In response to our queries, Pepsico stated that it aims to design 100% of its packaging to be recyclable, compostable or biodegradable by 2025, increase recycled content in its plastics packaging to 50% by 2030, reduce 50% of virgin plastic per serving across its food and beverage portfolio by 2030 and invest to increase recycling rates in key markets by 2025.
“We have an EPR registration from CPCB, basis our action plan submitted to the regulatory authority, and we are on track to achieving our targets, like we have for the past few years,” stated a Pepsico spokesperson in an email response. “For the past two years, we have been achieving 100% equivalent of MLP collection and sustainable disposal in partnership with waste management partners across states. PepsiCo India has also been filing the annual returns as required under the Plastic Waste Management Rules. We are not using any of the single use items mentioned by the Government of India in the banned list, in our portfolio,” he added further.
While India does not have data on MLPs as a percentage of total plastic waste, the brand audit report said, based on its findings, “multi-layered plastics made up 35% of all plastic waste, and 40% of all branded plastic waste”.
You produce, you recycle
The EPR rules have mandated category-wise annual EPR targets for PIBOs starting last year (2021-22) and they are then supposed to use this recycled plastic into packaging from 2024-25 onwards. CPCB is authorised to levy environmental penalties on PIBOs who do not achieve their EPR targets and the violator will still have to meet their EPR goal the next year. The rules require PIBOs to provide an action plan containing their EPR target including average weight of plastic manufactured/imported/purchased.
“The rules mandated an action plan to be submitted by each of the brand owners by early 2017. There has been no update on this ever since and we are still oblivious to the amount and type of plastic waste we are generating and managing each year,” stated the Centre for Science and Environment’s Plastic Recycling Decoded report released in 2021. The report had listed unwillingness of the brands to publicly disclose their plastic usage and wide-spread collusion between the industry, recyclers and prescribed authorities as possible reasons behind this.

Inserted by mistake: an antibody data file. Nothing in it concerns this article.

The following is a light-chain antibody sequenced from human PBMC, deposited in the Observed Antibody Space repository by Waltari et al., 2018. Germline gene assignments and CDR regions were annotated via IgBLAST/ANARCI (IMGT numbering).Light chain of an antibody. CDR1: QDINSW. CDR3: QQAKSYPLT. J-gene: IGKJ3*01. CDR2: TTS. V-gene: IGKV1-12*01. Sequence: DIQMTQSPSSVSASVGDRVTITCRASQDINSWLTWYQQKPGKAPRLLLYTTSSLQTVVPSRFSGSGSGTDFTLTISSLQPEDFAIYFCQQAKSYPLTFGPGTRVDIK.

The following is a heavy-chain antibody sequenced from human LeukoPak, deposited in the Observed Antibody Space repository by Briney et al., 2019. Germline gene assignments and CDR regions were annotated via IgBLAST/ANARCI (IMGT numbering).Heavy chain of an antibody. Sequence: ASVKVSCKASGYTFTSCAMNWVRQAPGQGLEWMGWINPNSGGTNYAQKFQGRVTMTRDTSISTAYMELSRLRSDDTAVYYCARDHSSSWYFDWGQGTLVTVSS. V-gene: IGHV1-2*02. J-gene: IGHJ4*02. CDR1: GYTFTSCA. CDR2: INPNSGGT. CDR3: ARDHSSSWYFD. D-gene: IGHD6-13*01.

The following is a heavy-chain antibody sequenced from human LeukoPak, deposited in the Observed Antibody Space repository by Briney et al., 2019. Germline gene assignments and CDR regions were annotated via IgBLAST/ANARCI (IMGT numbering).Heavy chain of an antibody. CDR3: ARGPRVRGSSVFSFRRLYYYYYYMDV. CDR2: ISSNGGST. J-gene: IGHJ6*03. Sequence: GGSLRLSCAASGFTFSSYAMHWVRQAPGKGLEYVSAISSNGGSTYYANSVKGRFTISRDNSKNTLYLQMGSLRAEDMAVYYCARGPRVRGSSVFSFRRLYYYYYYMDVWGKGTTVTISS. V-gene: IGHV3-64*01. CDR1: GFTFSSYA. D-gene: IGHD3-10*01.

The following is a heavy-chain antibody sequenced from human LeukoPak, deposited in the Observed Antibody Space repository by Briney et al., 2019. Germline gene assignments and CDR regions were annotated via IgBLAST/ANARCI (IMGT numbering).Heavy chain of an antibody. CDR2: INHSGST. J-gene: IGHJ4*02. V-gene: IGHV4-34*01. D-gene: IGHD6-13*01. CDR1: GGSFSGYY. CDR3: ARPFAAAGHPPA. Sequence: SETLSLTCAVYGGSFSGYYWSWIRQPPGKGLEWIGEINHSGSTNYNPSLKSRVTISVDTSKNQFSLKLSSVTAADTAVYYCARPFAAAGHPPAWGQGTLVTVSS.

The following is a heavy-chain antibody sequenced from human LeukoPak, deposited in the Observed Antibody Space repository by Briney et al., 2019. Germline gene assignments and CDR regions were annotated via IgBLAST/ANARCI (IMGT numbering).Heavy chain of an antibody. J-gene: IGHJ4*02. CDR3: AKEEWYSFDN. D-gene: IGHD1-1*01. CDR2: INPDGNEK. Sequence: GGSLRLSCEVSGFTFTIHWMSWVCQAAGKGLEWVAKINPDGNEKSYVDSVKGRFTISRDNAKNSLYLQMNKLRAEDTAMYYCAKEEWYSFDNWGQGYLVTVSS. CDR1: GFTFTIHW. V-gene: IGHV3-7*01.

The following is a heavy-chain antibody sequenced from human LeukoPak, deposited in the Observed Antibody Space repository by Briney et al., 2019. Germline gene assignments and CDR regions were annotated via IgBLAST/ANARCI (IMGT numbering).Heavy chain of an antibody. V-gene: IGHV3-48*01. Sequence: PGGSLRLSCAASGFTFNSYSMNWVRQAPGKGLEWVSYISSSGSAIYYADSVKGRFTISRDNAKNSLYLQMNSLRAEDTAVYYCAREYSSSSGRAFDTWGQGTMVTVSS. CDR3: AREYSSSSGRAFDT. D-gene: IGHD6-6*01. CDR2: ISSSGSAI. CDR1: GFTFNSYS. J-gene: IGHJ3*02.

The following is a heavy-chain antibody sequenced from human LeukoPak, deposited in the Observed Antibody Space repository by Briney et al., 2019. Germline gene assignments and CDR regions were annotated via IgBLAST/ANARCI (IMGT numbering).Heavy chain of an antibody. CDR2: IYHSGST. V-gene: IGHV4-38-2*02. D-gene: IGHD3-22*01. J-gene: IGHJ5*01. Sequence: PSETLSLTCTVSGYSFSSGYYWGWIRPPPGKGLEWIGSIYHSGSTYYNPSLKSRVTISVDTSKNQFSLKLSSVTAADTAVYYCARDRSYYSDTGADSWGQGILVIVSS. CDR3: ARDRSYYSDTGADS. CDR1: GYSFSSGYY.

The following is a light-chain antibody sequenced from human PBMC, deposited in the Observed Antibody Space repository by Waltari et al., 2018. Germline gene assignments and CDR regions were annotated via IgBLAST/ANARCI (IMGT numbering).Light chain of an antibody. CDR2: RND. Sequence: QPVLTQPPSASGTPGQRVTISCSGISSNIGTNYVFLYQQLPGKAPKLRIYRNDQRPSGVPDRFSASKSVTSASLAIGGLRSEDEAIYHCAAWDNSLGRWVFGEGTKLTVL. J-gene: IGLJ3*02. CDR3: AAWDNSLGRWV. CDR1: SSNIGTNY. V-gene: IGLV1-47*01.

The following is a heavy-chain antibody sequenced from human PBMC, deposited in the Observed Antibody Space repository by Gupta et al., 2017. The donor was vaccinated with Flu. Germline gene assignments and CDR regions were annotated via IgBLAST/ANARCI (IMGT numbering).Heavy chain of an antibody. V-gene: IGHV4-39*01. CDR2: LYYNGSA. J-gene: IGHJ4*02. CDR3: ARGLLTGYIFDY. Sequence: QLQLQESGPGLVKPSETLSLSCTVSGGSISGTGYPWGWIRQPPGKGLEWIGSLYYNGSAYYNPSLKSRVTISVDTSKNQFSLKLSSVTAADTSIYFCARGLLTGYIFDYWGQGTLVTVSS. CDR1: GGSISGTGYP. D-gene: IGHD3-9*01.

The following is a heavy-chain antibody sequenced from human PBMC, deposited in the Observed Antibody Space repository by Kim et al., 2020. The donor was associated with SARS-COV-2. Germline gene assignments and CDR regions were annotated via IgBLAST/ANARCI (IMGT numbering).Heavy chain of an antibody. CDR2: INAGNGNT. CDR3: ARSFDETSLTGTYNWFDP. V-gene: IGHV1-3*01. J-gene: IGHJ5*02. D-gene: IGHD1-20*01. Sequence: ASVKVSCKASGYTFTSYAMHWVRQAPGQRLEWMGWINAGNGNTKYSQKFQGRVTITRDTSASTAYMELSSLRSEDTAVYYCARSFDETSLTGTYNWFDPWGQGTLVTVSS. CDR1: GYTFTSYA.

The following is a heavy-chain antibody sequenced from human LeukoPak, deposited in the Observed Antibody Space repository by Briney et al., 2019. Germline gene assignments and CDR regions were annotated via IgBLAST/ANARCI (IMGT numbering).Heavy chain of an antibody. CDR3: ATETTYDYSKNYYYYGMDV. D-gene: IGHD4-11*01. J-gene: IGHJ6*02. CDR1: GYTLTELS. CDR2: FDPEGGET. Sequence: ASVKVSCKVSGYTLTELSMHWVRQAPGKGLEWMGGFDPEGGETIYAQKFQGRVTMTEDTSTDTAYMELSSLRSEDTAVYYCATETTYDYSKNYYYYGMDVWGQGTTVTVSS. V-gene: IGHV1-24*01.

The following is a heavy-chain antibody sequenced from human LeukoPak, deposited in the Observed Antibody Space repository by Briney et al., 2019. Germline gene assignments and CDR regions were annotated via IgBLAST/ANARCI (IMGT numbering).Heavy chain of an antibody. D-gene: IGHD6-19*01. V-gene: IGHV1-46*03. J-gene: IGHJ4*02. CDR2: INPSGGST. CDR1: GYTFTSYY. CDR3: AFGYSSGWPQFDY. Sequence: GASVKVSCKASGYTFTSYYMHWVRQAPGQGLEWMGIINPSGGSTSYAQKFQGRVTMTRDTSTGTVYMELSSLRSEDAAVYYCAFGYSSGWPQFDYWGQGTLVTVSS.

In a notification in July 2022, even the obligation on PIBOs to submit an action plan was removed, but they still have to disclose the volume of plastic they manufacture and their EPR targets. For example, if a producer is producing 100 metric tonnes of plastic in a given year, they have to disclose the same and if the target is to collect and dispose 25% of this in the first year, then their EPR target stands at 25 metric tonnes.
Few PIBO registrations
Forget the next steps, brands have lagged on the very first one–that is, registration. Under the new rules, PIBOs and plastic waste processors are not allowed to carry on any business without registration on the CPCB’s EPR portal.
There are 4,953 registered units engaged with plastic in 30 States/Union territories in India, the CPCB’s report from 2019-20 shows. This includes 3,715 plastic manufacturers or producers, 896 recyclers, 47 manufacturers of compostable plastic and 295 manufacturing MLPs.
“In India, we don’t even have an inventory of PIBOs. How will you check EPR compliance when you have a numerator [number of PIBOs registered] but no denominator [total number of PIBOs]?” asked Atin Biswas, Program Director (municipal solid waste) at CSE. The CPCB report pegs the number of unregistered plastic manufacturing/recycling units at 823 in nine states/UTs. The CPCB does not have public data on importers or brand owners in India. IndiaSpend reached out to the CPCB and the Union environment ministry regarding the total number of PIBOs in India. We will update the story when they respond.
So far, the CPCB’s online portal for registration of PIBOs has registered 662 brand owners, nine producers and 559 importers of categorised plastics, as of data from the portal’s homepage on October 11, 2022. The live dashboard on the portal says 772 brand owners, 822 producers, 1163 importers and 1,128 plastic waste processors have registered so far. We have asked CPCB why the numbers vary and will update the story when we receive a response.
Despite the EPR notification coming in as far back as 2018, why have all PIBOs not registered for EPR, especially when the rules prohibit them from doing any business without this mandatory registration? One reason, at least for small recycling units, could be the tedious process, as the rules have placed the burden of compliance specifically on them, explained Hiten Bheda, ex-President of the All India Plastic Manufacturers Association (AIPMA) and chairman of its environment committee.
“When it comes to recyclers, there are around 70 clusters comprising mostly informal units around India. Unfortunately, their efforts to formalise through registration are hampered by demand for back-dated fees, penalties and interest charges. The cost of complying with these amounts to lakhs which is beyond their financial capacity even before they can register themselves,” said Bheda. “These historical charges will have to be waived and you will have to do hand holding of small recyclers in order to get them to register.”